And quite easily, the tense moment passed. Judi and Stuart had gone back to their hotel—they had flights to catch in the morning. Ben came back into the living room and I sat with the octogenarians, recording their conversation on my iPhone.
They discussed Joe and Sylvia, their siblings who have already passed on. They shared memories of my grandfather and his Kosher butcher shop on the Lower East Side. Then they moved on to their mother. Mom said, “I dream about Mama some time, do you? I remember visiting Mama on the Belt Parkway. She was so sad and she’d beg me to take her home.” I remember that visit too–I must have been 15. It was right before she died.
Esther recalled her own last days with their mother. “People would say to me, ‘Why do you go see her every day?’ They’d say, “Why do you bring Amy? She’s a little girl. It’s so painful.’ And I’d say, ‘That’s what life is. This is her grandmother.”
Remembering her mother’s suffering in that nursing home, Mom said, “I hope I die quickly.”
Ben chimed in, “You have no choice unless you take your own life. I’ve been on dialysis for seven-and-a-half years and most people don’t last that long. But I’m still here. As a friend said to me, ‘At least at this point we don’t have to worry about dying young.” Then he looked at his wife of 61 years, his childhood sweetheart—they met when Esther was 14 years old and married five years later. “I’m only here because of her.”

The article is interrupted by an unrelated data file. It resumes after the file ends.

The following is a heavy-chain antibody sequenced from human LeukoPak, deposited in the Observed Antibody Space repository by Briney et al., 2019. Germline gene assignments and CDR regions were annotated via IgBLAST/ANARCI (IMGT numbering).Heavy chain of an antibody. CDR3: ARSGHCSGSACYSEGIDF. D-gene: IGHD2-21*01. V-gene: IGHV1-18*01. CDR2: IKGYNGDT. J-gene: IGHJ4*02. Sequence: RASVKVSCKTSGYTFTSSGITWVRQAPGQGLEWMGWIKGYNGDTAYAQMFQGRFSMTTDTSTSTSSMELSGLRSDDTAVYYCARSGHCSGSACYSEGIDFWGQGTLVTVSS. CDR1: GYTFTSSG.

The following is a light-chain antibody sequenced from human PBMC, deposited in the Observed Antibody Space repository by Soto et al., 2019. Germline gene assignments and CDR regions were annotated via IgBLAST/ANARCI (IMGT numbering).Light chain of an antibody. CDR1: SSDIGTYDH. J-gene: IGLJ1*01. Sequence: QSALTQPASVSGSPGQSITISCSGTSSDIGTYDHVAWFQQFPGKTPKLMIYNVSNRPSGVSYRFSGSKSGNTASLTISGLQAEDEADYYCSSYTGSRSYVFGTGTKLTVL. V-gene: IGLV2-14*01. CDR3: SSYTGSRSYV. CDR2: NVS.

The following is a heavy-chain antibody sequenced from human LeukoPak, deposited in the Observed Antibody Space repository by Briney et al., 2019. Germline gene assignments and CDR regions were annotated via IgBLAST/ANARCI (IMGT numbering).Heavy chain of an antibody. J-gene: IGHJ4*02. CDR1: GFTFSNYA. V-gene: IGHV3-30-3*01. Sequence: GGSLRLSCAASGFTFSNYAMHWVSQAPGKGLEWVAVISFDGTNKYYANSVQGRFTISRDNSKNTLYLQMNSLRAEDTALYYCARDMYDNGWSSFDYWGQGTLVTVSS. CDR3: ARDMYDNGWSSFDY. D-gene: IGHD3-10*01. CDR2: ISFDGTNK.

“I had a friend,” Esther said, picking up the thread of the conversation, “who died 15 minutes after her husband. That’s what I’d like. But in the case of this couple, the man was so obnoxious, you’d have thought she’d want to breathe a little on her own without him. But she didn’t. With Ben, I’d like to die together.”
“Don’t you think will has anything to do with it?” I asked. “Do you think people can decide they just don’t want to live anymore?”
The conversation ranged over their deaths, my cancer, their son’s premature death at 52, about how life isn’t fair but you make the best of it. Mom hung there, hearing at least half of what was being said, commenting appropriately most of the time.
“This is what I came here for,” I thought. And then Ben said he was tired and had to go to bed. He had dialysis in the morning. It was time for us to go to bed.
I helped Mom out of her clothes and pulled her black and white patterned cotton nightgown over her head. I helped her with her teeth and pulled up her Depends. She lay on the couch in the room next door to the little alcove I’m sleeping in, and I pulled the knitted cotton blanket up to her neck, tucking her in. She looked at me with her mouth caved in, her teeth gone. I wanted to look away from her sagging hollow cheeks and empty mouth, her slurred speech, but I didn’t. I’m sure Mom wouldn’t trust anyone else to see her this way and so I stayed right there and smiled down at her. If only my toddlers had been so easy to put to bed!
“I love you Laurie,” Mom said. “Thank you bringing me to Florida.”